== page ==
‘Twist and Shout’

Smriti Daniel saw them standing there and reports on a hard day’s night of Beatle mania. Pix by Gemunu Wellage

The Beatles - it’s taken their audience over four decades to calm down enough to actually listen to them sing live. But let’s not be hasty, I’m entirely certain I would have howled like a dog at the moon if it was actually John, Paul, Ringo and George there, instead of four guys in wigs and suits. But this was the next best thing.

The Beatle look a likes, who were down from the U.K, played at Parkstreet Mews last weekend to an unexpectedly large, diverse audience. Belying Lennon’s prior claim, this is the band that “Paul” - Peter Bailey – founded nearly 10 years ago. Unfortunately, “John” has proved himself imminently replaceable more than once, and so in this line up the role is sung by the fresh faced Reuven Gershon, the newest member of The Counterfeit Beatles. “Ringo” Gordon Elsmore, and “George” Martin Savill are old hands.

The four men take their jobs pretty seriously. Beatles’ tribute bands are thick on the ground where they come from, and the Beatle look a likes wear wigs and costumes. Still, Gordon couldn’t pass for a young Ringo in broad daylight – for one his hair is entirely white with age and for another he’s charmingly stout - but never underestimate the powers of a good wig. “This is the best line up we’ve had,” says Peter, explaining that good Beatle impersonators are hard to find – “some can sing, but can’t play; some play but don’t sing, others just don’t look the part.”

Sitting down with the Mirror Magazine prior to the concert, Peter reveals that he has played over a 1000 Beatles concerts, but the music never grows stale. The same is true of Reuvon, who says he’s been a fan of the Beatles since he was a 10 year old. Though the men make a living impersonating their idols, they haven’t really studied them – they leave that sort of thing to those enrolled in the Masters Degree program on The Beatles in Liverpool. Instead, decades of being ardent fans have helped them effortlessly mimic John, Paul, Ringo and George, says Martin. All of them do other things as well, Gordon for instance is a session musician, who with another tribute group “The Paperback Beatles,” has performed at the prestigious Royal Albert Hall. Reuvon is an actor and has worked on Broadway, playing both Lennon and Buddy Holly. He’s even had his arm around McCartney.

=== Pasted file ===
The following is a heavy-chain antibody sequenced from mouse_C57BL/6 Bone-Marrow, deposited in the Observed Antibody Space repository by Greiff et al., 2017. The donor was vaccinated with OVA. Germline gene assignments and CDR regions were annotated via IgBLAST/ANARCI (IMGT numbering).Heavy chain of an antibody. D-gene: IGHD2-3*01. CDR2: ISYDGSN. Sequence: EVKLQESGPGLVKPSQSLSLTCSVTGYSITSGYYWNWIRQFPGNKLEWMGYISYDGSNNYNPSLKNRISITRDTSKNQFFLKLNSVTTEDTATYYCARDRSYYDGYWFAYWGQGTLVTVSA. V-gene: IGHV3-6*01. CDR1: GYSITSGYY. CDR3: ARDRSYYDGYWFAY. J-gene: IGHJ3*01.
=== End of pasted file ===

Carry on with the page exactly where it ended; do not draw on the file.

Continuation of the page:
Up there on stage, the band really threw themselves into it. Clearly the Beatles never had to tailor costumes to tropical conditions, and under the spotlights, the band drips sweat into their iconic Abbey Road Beatle outfits.

The group are nothing if not accessible. (You can have them over to sing at your party, like Liam Gallagher of Oasis did, says Peter.) That night the band played four sets, approaching the albums chronologically. The first set was built around early Beatles favourites with tracks like "Love Me Do" and "I Wanna Hold Your Hand". The second set covered songs from the ‘Rubber Soul’ album through to ‘Revolver.’ The third set covered the Sergeant Pepper phase of psychedelic coloured guitars, longer hair and moustaches through to the White album and included songs like"Back in the USSR ," and "Drive My Car". The fourth set was drawn from the ‘Abbey Road’ and ‘Let It Be’ era. For their encore they went all the way back to play ‘Twist and Shout,’ and ‘Johnny B. Goode.’

The crowd dancing up front never let up, but some of the most memorable moments at the concert came when the band slowed down a little. Their lovely rendition of "Let it Be" had the whole crowd singing along, and "Hey Jude," and "Yesterday," triggered a surge of nostalgia. We lifted our hands in the air, we waved cell phones and lit lighters, and under this glorious sky we sang out loud. With all these voices raised in song around me, I felt as comforted, as reassured as I ever had felt – “there is still a light that shines on me, shine on till tomorrow, let it be.”

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